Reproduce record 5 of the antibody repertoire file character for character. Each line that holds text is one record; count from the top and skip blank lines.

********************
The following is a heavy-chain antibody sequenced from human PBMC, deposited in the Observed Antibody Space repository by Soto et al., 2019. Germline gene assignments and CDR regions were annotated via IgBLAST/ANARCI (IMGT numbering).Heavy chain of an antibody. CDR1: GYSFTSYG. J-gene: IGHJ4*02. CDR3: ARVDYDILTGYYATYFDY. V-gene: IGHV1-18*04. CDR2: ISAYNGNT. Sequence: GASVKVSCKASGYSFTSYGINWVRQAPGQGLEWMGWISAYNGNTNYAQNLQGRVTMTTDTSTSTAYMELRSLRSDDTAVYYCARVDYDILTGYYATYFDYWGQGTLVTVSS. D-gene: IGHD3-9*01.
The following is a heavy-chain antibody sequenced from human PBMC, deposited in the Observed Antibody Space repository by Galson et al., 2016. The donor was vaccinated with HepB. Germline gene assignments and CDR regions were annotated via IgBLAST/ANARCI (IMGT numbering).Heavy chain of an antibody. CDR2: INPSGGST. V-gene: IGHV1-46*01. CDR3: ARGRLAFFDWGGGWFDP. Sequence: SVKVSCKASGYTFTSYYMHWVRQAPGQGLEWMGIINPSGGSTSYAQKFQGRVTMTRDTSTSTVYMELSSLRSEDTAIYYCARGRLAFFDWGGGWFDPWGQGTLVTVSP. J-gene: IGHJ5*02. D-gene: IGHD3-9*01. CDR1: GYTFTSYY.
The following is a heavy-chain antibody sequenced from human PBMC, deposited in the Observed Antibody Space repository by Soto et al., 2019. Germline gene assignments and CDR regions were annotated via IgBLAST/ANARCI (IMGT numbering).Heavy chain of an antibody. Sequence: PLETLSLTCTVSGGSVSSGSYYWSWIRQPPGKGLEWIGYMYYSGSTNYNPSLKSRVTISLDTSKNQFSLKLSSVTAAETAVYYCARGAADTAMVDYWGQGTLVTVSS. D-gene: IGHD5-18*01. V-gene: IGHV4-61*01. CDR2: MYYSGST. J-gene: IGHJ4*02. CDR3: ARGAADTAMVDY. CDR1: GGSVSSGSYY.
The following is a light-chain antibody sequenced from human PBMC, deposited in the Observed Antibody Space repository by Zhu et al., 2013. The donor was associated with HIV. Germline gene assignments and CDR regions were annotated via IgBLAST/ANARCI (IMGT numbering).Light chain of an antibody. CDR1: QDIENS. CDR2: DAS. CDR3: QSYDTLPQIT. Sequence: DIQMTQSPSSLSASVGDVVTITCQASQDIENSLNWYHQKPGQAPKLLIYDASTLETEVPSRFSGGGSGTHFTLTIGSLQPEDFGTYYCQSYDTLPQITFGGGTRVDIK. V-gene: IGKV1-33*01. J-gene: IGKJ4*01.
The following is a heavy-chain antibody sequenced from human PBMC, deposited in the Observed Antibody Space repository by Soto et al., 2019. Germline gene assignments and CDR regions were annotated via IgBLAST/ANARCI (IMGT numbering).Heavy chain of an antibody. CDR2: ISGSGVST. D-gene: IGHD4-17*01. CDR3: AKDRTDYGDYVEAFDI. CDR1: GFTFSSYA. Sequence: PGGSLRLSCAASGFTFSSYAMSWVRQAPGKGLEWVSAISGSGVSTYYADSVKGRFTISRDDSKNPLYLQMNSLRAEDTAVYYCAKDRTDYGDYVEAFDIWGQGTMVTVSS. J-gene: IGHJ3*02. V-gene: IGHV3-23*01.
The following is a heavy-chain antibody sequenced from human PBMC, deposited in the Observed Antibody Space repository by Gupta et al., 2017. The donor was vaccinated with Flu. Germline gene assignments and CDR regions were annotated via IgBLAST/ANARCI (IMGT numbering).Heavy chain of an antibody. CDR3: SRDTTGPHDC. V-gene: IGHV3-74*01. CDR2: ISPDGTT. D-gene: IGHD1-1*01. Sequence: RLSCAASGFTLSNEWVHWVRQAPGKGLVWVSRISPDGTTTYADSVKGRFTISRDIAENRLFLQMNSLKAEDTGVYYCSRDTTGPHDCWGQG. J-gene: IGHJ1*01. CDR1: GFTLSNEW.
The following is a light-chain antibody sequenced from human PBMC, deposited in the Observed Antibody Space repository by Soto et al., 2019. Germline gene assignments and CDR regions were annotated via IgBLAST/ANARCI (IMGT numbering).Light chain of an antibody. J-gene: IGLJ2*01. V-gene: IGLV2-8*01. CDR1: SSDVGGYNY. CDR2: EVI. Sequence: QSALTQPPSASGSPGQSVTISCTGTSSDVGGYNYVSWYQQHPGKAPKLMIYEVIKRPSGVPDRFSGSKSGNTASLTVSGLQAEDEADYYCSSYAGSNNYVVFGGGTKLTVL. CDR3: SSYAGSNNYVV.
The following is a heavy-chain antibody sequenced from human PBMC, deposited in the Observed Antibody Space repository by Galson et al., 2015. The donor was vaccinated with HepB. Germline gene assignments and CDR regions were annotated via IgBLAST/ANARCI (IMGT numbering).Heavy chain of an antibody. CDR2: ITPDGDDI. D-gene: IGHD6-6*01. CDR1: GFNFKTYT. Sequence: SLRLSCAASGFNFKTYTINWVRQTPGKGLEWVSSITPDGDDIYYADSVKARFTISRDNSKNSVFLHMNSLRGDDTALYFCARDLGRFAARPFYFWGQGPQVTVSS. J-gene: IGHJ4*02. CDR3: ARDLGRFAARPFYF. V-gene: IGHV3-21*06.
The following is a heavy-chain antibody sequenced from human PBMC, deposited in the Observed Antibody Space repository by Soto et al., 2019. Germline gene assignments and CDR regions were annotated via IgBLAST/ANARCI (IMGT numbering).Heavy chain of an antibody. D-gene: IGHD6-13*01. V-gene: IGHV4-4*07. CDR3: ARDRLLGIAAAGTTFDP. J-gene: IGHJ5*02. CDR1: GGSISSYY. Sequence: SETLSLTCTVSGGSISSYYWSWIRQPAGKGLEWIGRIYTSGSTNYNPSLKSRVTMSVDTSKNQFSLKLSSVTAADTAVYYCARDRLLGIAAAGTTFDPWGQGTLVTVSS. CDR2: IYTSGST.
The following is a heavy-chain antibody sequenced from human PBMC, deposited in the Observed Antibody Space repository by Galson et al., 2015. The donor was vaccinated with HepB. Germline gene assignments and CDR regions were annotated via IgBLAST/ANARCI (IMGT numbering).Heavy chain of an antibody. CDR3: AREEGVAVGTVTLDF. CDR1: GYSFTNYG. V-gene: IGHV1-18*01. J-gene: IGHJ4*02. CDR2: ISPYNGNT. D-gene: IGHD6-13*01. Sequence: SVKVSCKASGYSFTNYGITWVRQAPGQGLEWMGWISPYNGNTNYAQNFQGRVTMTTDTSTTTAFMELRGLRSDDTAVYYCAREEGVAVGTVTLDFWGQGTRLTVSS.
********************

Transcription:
The following is a heavy-chain antibody sequenced from human PBMC, deposited in the Observed Antibody Space repository by Soto et al., 2019. Germline gene assignments and CDR regions were annotated via IgBLAST/ANARCI (IMGT numbering).Heavy chain of an antibody. CDR2: ISGSGVST. D-gene: IGHD4-17*01. CDR3: AKDRTDYGDYVEAFDI. CDR1: GFTFSSYA. Sequence: PGGSLRLSCAASGFTFSSYAMSWVRQAPGKGLEWVSAISGSGVSTYYADSVKGRFTISRDDSKNPLYLQMNSLRAEDTAVYYCAKDRTDYGDYVEAFDIWGQGTMVTVSS. J-gene: IGHJ3*02. V-gene: IGHV3-23*01.